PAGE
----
Vietnam‘s trade in environmental products has mainly focused on renewable energy, the World Bank said.
Considering all products, Vietnamese world exports were $407 billion in 2021, ranking 17th globally.
Conversely, Vietnam’s imports totaled $329 billion, the 19th position among the world’s largest importers.
In particular, its exports of solar cells and heliostats recorded exceptional annual growth rates between 2010 and 2020 – of 81.6% and 71.2%, respectively – highlighting the change in the structure of Vietnam’s export basket.
The World Bank believes that this economic transformation and the emergence of new sectors is likely to create new and more sustainable jobs in a sector that will continue to grow as the world shifts rapidly towards more climate-friendly trade, production and consumption.
The solar PV cell sector is a niche sector that is often embedded in complex value chains. Therefore, access to inputs is critical to maintain a sustainable growth rate in the coming years.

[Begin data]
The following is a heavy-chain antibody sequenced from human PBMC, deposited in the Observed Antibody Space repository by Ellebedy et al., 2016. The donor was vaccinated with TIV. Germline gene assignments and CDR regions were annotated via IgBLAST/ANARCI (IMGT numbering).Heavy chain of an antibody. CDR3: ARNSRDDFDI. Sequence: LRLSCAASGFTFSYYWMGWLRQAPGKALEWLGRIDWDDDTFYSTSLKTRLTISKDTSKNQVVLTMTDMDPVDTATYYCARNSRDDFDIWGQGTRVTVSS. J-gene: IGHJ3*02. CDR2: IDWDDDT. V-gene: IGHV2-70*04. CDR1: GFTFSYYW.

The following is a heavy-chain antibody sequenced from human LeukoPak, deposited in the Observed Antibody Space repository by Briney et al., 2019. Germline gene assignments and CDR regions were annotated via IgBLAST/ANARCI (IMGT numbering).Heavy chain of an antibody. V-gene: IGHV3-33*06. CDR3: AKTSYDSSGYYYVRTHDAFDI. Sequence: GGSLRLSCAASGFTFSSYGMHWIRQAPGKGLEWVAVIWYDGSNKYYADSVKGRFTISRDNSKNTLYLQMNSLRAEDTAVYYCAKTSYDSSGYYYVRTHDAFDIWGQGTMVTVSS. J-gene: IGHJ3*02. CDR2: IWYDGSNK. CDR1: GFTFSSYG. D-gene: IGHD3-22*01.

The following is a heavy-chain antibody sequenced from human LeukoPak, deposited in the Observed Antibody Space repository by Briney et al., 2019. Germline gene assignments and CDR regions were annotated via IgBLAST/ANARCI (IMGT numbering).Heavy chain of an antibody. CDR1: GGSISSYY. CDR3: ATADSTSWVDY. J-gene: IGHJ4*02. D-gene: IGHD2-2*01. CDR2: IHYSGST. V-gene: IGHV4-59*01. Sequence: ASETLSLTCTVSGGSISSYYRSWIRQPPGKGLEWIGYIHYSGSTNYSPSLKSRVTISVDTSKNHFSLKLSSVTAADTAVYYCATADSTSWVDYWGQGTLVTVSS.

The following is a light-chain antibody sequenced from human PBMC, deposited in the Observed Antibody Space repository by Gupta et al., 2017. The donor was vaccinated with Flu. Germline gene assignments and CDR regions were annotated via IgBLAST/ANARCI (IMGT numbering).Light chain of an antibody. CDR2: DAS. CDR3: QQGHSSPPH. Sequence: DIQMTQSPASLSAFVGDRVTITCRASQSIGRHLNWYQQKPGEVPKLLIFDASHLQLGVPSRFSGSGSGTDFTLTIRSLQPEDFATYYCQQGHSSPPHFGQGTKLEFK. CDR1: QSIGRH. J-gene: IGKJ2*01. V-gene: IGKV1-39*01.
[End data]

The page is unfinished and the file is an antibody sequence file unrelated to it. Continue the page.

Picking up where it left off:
Vietnam is already a major player in solar equipment, but the World Bank says it can position itself in wind-related technologies and electrical equipment.
However, policies enacted by trading partners (importers) may affect this trade, so the World Bank recommends market diversification.
Opportunities also exist in growing markets, such as the African continental free trade area.
The World Bank recommends that Vietnam facilitate imports of clean technologies by reducing non-tariff measures on environmental goods and services.
Vietnam imposes a low average tariff (0.33%) on environmental goods, but several non-tariff measures continue to hinder trade flows.
Considering that Vietnam’s simple average applied tariffs for all products was 12% in 2020, environmental goods face a near-zero tariff.
However, tariffs on environmentally preferable products are high at 8%, so there is potential for tariff reduction in this area.
In contrast, Vietnam imposed 199 non-tariff measures on 54 environmental products in 2020. Renewable energy products face the highest number of non-tariff measures, followed by waste management and control equipment.
For example, solar cells must comply with labeling, inspection and conformity assessments when imported into Vietnam.
However, all imported products are subject to these requirements, so it can be argued that environmental goods are hardly treated differently from other products.